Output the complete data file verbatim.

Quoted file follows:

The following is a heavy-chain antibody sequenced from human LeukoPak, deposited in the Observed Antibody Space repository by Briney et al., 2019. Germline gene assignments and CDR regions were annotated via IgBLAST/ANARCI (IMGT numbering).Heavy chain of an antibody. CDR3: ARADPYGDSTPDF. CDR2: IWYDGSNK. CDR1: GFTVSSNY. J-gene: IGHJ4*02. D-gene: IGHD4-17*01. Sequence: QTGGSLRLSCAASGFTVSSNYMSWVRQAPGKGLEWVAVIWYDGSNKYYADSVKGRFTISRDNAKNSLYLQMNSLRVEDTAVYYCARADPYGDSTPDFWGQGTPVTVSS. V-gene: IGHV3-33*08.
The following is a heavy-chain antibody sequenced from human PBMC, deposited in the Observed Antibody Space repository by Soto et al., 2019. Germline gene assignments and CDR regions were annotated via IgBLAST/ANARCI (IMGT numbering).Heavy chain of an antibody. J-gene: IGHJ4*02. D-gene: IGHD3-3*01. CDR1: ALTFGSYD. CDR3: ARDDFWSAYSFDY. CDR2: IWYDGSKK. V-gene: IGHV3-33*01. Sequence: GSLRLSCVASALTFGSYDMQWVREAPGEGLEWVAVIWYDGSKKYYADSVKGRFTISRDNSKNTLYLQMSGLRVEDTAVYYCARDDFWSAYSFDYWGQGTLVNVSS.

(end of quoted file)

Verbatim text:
The following is a heavy-chain antibody sequenced from human LeukoPak, deposited in the Observed Antibody Space repository by Briney et al., 2019. Germline gene assignments and CDR regions were annotated via IgBLAST/ANARCI (IMGT numbering).Heavy chain of an antibody. CDR3: ARADPYGDSTPDF. CDR2: IWYDGSNK. CDR1: GFTVSSNY. J-gene: IGHJ4*02. D-gene: IGHD4-17*01. Sequence: QTGGSLRLSCAASGFTVSSNYMSWVRQAPGKGLEWVAVIWYDGSNKYYADSVKGRFTISRDNAKNSLYLQMNSLRVEDTAVYYCARADPYGDSTPDFWGQGTPVTVSS. V-gene: IGHV3-33*08.
The following is a heavy-chain antibody sequenced from human PBMC, deposited in the Observed Antibody Space repository by Soto et al., 2019. Germline gene assignments and CDR regions were annotated via IgBLAST/ANARCI (IMGT numbering).Heavy chain of an antibody. J-gene: IGHJ4*02. D-gene: IGHD3-3*01. CDR1: ALTFGSYD. CDR3: ARDDFWSAYSFDY. CDR2: IWYDGSKK. V-gene: IGHV3-33*01. Sequence: GSLRLSCVASALTFGSYDMQWVREAPGEGLEWVAVIWYDGSKKYYADSVKGRFTISRDNSKNTLYLQMSGLRVEDTAVYYCARDDFWSAYSFDYWGQGTLVNVSS.